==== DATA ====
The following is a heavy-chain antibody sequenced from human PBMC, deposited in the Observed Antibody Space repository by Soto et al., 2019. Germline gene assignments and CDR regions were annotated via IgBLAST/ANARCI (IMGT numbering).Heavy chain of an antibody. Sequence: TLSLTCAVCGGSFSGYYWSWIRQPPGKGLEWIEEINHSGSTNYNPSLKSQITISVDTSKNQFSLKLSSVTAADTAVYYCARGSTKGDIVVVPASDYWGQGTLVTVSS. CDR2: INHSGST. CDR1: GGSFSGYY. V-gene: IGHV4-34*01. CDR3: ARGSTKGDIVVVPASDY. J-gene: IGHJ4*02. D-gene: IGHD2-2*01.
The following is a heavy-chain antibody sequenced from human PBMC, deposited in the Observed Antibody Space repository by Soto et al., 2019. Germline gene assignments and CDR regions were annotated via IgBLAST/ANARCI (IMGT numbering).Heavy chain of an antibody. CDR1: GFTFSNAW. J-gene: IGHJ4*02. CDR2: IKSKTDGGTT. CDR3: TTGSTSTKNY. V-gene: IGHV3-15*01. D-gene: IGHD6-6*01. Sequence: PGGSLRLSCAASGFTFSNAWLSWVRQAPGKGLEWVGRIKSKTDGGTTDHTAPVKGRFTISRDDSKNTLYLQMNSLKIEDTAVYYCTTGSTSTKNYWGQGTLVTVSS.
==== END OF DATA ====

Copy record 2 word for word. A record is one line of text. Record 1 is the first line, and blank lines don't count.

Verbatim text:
The following is a heavy-chain antibody sequenced from human PBMC, deposited in the Observed Antibody Space repository by Soto et al., 2019. Germline gene assignments and CDR regions were annotated via IgBLAST/ANARCI (IMGT numbering).Heavy chain of an antibody. CDR1: GFTFSNAW. J-gene: IGHJ4*02. CDR2: IKSKTDGGTT. CDR3: TTGSTSTKNY. V-gene: IGHV3-15*01. D-gene: IGHD6-6*01. Sequence: PGGSLRLSCAASGFTFSNAWLSWVRQAPGKGLEWVGRIKSKTDGGTTDHTAPVKGRFTISRDDSKNTLYLQMNSLKIEDTAVYYCTTGSTSTKNYWGQGTLVTVSS.